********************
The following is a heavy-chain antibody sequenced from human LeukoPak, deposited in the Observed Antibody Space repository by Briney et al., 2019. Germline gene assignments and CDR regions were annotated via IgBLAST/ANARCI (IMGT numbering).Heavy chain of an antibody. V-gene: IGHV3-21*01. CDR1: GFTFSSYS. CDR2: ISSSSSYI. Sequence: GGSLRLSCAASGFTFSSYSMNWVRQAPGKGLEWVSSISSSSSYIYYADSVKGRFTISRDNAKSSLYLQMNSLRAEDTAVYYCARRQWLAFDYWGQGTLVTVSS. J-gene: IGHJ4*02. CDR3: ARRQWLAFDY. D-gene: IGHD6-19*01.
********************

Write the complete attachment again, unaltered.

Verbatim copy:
The following is a heavy-chain antibody sequenced from human LeukoPak, deposited in the Observed Antibody Space repository by Briney et al., 2019. Germline gene assignments and CDR regions were annotated via IgBLAST/ANARCI (IMGT numbering).Heavy chain of an antibody. V-gene: IGHV3-21*01. CDR1: GFTFSSYS. CDR2: ISSSSSYI. Sequence: GGSLRLSCAASGFTFSSYSMNWVRQAPGKGLEWVSSISSSSSYIYYADSVKGRFTISRDNAKSSLYLQMNSLRAEDTAVYYCARRQWLAFDYWGQGTLVTVSS. J-gene: IGHJ4*02. CDR3: ARRQWLAFDY. D-gene: IGHD6-19*01.